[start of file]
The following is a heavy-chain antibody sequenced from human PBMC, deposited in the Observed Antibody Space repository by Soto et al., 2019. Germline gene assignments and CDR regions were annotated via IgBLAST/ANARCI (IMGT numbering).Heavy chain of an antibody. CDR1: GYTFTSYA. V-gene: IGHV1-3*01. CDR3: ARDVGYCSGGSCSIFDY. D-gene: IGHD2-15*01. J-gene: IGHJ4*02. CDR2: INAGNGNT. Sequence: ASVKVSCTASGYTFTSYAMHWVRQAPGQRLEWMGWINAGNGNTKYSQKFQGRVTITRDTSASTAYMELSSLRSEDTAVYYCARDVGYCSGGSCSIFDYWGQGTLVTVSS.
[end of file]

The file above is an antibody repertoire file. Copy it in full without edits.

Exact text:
The following is a heavy-chain antibody sequenced from human PBMC, deposited in the Observed Antibody Space repository by Soto et al., 2019. Germline gene assignments and CDR regions were annotated via IgBLAST/ANARCI (IMGT numbering).Heavy chain of an antibody. CDR1: GYTFTSYA. V-gene: IGHV1-3*01. CDR3: ARDVGYCSGGSCSIFDY. D-gene: IGHD2-15*01. J-gene: IGHJ4*02. CDR2: INAGNGNT. Sequence: ASVKVSCTASGYTFTSYAMHWVRQAPGQRLEWMGWINAGNGNTKYSQKFQGRVTITRDTSASTAYMELSSLRSEDTAVYYCARDVGYCSGGSCSIFDYWGQGTLVTVSS.